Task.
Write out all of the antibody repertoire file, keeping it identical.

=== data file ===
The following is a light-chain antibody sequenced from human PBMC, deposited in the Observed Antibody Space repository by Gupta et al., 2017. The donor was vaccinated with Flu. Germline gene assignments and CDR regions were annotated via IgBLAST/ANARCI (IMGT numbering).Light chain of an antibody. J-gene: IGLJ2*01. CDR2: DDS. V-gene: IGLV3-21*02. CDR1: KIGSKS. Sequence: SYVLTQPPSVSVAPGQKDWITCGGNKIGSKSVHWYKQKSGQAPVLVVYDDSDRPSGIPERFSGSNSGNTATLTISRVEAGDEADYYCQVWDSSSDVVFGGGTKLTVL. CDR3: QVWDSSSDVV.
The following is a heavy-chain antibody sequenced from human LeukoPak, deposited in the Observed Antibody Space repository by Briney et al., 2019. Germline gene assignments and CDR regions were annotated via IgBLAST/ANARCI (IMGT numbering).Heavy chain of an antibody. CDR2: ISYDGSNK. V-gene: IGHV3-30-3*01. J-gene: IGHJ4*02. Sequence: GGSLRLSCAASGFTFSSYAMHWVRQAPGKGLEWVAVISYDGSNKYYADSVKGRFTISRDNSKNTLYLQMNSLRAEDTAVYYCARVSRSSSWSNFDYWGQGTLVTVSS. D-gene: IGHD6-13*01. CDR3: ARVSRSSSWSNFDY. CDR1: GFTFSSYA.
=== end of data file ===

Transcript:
The following is a light-chain antibody sequenced from human PBMC, deposited in the Observed Antibody Space repository by Gupta et al., 2017. The donor was vaccinated with Flu. Germline gene assignments and CDR regions were annotated via IgBLAST/ANARCI (IMGT numbering).Light chain of an antibody. J-gene: IGLJ2*01. CDR2: DDS. V-gene: IGLV3-21*02. CDR1: KIGSKS. Sequence: SYVLTQPPSVSVAPGQKDWITCGGNKIGSKSVHWYKQKSGQAPVLVVYDDSDRPSGIPERFSGSNSGNTATLTISRVEAGDEADYYCQVWDSSSDVVFGGGTKLTVL. CDR3: QVWDSSSDVV.
The following is a heavy-chain antibody sequenced from human LeukoPak, deposited in the Observed Antibody Space repository by Briney et al., 2019. Germline gene assignments and CDR regions were annotated via IgBLAST/ANARCI (IMGT numbering).Heavy chain of an antibody. CDR2: ISYDGSNK. V-gene: IGHV3-30-3*01. J-gene: IGHJ4*02. Sequence: GGSLRLSCAASGFTFSSYAMHWVRQAPGKGLEWVAVISYDGSNKYYADSVKGRFTISRDNSKNTLYLQMNSLRAEDTAVYYCARVSRSSSWSNFDYWGQGTLVTVSS. D-gene: IGHD6-13*01. CDR3: ARVSRSSSWSNFDY. CDR1: GFTFSSYA.